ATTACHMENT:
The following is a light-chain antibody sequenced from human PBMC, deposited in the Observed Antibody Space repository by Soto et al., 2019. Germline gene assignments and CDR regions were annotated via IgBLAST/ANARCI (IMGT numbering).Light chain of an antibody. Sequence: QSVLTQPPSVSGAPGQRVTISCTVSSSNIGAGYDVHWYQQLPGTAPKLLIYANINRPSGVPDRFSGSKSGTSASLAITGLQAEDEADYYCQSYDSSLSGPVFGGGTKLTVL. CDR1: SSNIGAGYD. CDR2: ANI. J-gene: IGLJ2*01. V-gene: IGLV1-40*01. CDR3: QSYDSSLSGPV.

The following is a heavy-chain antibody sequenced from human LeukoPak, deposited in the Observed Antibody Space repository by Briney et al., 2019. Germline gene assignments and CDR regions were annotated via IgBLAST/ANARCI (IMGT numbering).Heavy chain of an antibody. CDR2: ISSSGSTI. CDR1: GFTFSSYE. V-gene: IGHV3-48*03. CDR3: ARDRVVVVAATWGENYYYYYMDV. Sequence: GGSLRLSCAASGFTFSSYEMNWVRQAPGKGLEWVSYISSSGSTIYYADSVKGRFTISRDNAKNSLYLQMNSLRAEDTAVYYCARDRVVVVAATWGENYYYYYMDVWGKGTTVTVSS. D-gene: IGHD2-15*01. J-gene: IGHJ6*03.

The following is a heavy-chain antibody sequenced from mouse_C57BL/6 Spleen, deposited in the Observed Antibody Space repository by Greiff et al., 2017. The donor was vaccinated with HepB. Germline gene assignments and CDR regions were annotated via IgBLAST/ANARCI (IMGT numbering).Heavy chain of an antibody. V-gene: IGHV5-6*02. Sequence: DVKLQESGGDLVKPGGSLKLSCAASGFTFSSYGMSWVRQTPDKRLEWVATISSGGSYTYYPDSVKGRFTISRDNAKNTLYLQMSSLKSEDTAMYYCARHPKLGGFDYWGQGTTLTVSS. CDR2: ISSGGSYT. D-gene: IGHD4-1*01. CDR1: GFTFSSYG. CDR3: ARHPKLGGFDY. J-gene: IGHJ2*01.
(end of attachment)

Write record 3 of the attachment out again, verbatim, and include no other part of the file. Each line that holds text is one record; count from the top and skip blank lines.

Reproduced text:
The following is a heavy-chain antibody sequenced from mouse_C57BL/6 Spleen, deposited in the Observed Antibody Space repository by Greiff et al., 2017. The donor was vaccinated with HepB. Germline gene assignments and CDR regions were annotated via IgBLAST/ANARCI (IMGT numbering).Heavy chain of an antibody. V-gene: IGHV5-6*02. Sequence: DVKLQESGGDLVKPGGSLKLSCAASGFTFSSYGMSWVRQTPDKRLEWVATISSGGSYTYYPDSVKGRFTISRDNAKNTLYLQMSSLKSEDTAMYYCARHPKLGGFDYWGQGTTLTVSS. CDR2: ISSGGSYT. D-gene: IGHD4-1*01. CDR1: GFTFSSYG. CDR3: ARHPKLGGFDY. J-gene: IGHJ2*01.